03/01/2011 04:26 pm ET | Updated May 25, 2011

Tim Allen: A Man of Many Parts -- And Not All Are for Cars

Most of us know Tim Allen, who visited our homes each week for most of the 1990s, as Tim "the Tool Man" Taylor in the sitcom Home Improvement. There is also a string of films in which he invariably plays the good guy, a very likable fellow of the sort we'd welcome to the neighborhood. Of course, in addition to the TV series, Allen is probably most familiar to audiences as the voice of astronaut Buzz Lightyear in the hugely successful Toy Story films. He's also served as producer of several movies.

Allen's stand-up was the source of his character on Home Improvement. His persona is that of a guy's guy, a man who likes women but also likes those manly pursuits like fixing cars, tinkering and building.

Now, that's certainly part of the real Tim Allen, but there are apparently many parts to him. For one, he's an author who's written two books. Also, he's a designer. "I'm a creative guy, artistically with graphics. That's the way we emulate the creation of the universe," he says, adding, "I love doing logos. I've been a graphic artist all my life. I took a cat and made it into a logo" (below).

Allen studied design in college and, even worked in an advertising agency for awhile. He got into stand-up at a club in Detroit in 1975 on a dare from a friend and found he enjoyed making people laugh. He began to do television, and that led to Home Improvement.

Faith plays a large part in his life and, in a brief conversation, he seemed to be a very curious person, a questioning one. For example, he says, "I don't understand why it has to be either-or -- either socialism or democracy. Why can't we combine things to get the best of each system?

Design is still a love. He wrote:

I see Design as a practical art. I admire and appreciate good design in a beautiful car, a building, a computer, an appliance, a tool and a chair -- even in a lighting fixture.

Industrial Design holds a special purpose for me. Things we use everyday must have form and function. Haven't you ever said, "this thing looks great, but it doesn't work worth a damn," or "this thing sure works great, but it's butt ugly!" Good industrial design does both. I wanted to share this passion of mine because we all deal with design projects on a daily basis whether we know it or not. In essence, we are all designers.

Cars loomed large in the life of Tim Taylor on Home Improvement and among Tim Allen's design projects are, of course, cars. He has designed and rebuilt several. He's posing in the top photo below with a Cadillac CTS he designed that got a feature story in Car and Driver. Now, he says, "I have a 1950 Cadillac in the garage that I'm redoing. The paint is chipped, but the interior looks brand new. I'll leave it the way it is on the outside. The underside will be new, all vintage performance parts.

"I'm making a '55 Ford. I really don't know why, most guys do Chevys. We've taken it apart and put in an absolutely modern chassis and a racing motor. It's the biggest project I've done," he says, adding, "I don't really do it, but I'm having it done to my design."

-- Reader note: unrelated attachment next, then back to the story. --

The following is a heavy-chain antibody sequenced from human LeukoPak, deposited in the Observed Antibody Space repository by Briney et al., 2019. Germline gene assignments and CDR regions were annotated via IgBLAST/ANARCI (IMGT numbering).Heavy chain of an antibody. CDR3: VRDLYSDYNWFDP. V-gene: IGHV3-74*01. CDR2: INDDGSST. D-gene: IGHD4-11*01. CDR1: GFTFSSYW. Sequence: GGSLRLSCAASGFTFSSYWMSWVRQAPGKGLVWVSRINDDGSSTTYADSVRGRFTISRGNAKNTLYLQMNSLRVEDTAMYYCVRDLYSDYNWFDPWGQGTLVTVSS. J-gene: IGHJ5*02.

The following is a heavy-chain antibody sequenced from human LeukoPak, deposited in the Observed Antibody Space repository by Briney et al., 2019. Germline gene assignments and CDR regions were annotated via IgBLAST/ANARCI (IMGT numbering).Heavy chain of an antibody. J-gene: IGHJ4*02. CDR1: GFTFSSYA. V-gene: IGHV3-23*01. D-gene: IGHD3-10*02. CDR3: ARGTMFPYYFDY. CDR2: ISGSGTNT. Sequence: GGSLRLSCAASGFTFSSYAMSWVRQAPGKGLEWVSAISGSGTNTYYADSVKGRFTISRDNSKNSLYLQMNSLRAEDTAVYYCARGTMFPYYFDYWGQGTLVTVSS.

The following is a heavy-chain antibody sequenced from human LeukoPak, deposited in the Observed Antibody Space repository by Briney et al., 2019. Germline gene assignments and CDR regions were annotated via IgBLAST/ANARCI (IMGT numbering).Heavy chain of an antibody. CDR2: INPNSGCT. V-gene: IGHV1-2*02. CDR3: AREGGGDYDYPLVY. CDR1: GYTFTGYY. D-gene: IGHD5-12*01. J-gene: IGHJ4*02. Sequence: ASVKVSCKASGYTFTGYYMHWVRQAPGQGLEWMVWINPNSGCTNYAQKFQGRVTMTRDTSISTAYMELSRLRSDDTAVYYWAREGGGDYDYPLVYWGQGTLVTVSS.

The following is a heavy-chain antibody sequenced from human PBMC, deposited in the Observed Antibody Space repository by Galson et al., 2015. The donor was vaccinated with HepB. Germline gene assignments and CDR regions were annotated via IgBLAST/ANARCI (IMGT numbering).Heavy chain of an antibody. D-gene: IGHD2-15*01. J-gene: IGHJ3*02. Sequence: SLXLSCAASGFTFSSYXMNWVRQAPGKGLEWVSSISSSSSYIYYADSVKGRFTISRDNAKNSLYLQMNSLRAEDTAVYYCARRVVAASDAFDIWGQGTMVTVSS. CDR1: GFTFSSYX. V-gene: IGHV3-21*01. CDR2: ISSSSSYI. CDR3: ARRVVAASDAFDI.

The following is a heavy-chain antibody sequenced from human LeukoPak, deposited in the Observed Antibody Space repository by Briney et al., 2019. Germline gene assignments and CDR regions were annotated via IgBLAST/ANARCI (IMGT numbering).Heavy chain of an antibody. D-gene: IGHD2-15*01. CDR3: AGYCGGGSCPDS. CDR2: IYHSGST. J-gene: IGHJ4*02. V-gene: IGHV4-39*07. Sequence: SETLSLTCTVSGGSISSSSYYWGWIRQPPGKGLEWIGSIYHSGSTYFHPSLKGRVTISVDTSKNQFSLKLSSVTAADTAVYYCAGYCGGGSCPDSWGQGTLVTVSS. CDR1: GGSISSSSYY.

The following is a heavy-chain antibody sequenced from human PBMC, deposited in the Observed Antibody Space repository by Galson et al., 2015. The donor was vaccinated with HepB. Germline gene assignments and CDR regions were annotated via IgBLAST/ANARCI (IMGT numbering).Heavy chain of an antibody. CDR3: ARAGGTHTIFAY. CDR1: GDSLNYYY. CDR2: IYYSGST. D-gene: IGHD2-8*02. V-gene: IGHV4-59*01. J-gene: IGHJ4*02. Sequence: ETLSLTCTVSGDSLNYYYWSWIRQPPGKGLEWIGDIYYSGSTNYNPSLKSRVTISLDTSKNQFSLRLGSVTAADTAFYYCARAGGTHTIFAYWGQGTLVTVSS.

While Tim Allen's love of cars is apparent, he did another project out of another kind of love. It is called the "Dragonfly," a wheelchair he designed for his niece who has cerebral palsy. Working with Steve Moal, a California builder of specialty cars with whom he'd collaborated before, he wanted to design a wheelchair that is cool looking and easy to operate. (Photo of Allen and Moal with the Dragonfly, right.)

Alas, Allen says, "The design was overshooting the runway. It was so beautiful that my niece was terrified that she'd hurt it so she doesn't use it much. It turned out to be too heavy. I didn't test it but I found out it would lean in sand and dirt. " But he doesn't sound as if he's finished with the idea of a wheelchair. "I just like the idea of giving people mobility," he added.

All along, Allen continued to do stand-up and, these days, is getting back to it in a big way. But it's not easy. "I never got away from stand-up. I did charity events and would do five or 10 minutes on Leno or Jimmy Kimmel."

When he decided to go back on the road, however, he found, "I couldn't do an hour. It was hard. I did the comedy clubs and it was great exercise. Now, It's turned out to be a labor of love. But it wasn't like riding a bike. I had to work hard to get back into it."

He's now traveling across the country with his stand-up act. He'll appear at the Venetian Hotel and Casino in Las Vegas two to four days a month from March to November. He finds he's enjoying the stand-up.

How do audiences respond? "I'm not sure who my audience is," Allen says, "But it's been fabulous. I'm kind of persnickety about where I play. It seems like the dumpier the room the better the crowd. It's overwhelming. The audience encourages me and pretty soon I'm ad libbing.

"The big advantage to playing the Venetian in Las Vegas -- where it's a beautiful theater -- is that unlike other places, even many other nice venues, I can do a set and lighting cues, I can put on a real show. I can dress up, wear a tux.

"I love old Vegas! And that's what it's like when I'm there."

Photos courtesy of Tim Allen.